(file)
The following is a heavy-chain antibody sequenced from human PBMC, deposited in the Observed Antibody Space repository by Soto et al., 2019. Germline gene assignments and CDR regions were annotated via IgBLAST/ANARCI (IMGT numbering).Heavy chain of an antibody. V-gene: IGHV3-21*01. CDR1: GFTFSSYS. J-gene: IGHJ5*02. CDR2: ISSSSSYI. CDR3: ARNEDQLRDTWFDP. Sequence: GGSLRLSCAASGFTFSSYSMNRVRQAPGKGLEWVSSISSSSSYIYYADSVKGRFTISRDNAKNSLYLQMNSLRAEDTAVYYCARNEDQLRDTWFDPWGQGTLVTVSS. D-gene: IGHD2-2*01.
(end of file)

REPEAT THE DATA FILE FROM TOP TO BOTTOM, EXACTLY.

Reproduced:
The following is a heavy-chain antibody sequenced from human PBMC, deposited in the Observed Antibody Space repository by Soto et al., 2019. Germline gene assignments and CDR regions were annotated via IgBLAST/ANARCI (IMGT numbering).Heavy chain of an antibody. V-gene: IGHV3-21*01. CDR1: GFTFSSYS. J-gene: IGHJ5*02. CDR2: ISSSSSYI. CDR3: ARNEDQLRDTWFDP. Sequence: GGSLRLSCAASGFTFSSYSMNRVRQAPGKGLEWVSSISSSSSYIYYADSVKGRFTISRDNAKNSLYLQMNSLRAEDTAVYYCARNEDQLRDTWFDPWGQGTLVTVSS. D-gene: IGHD2-2*01.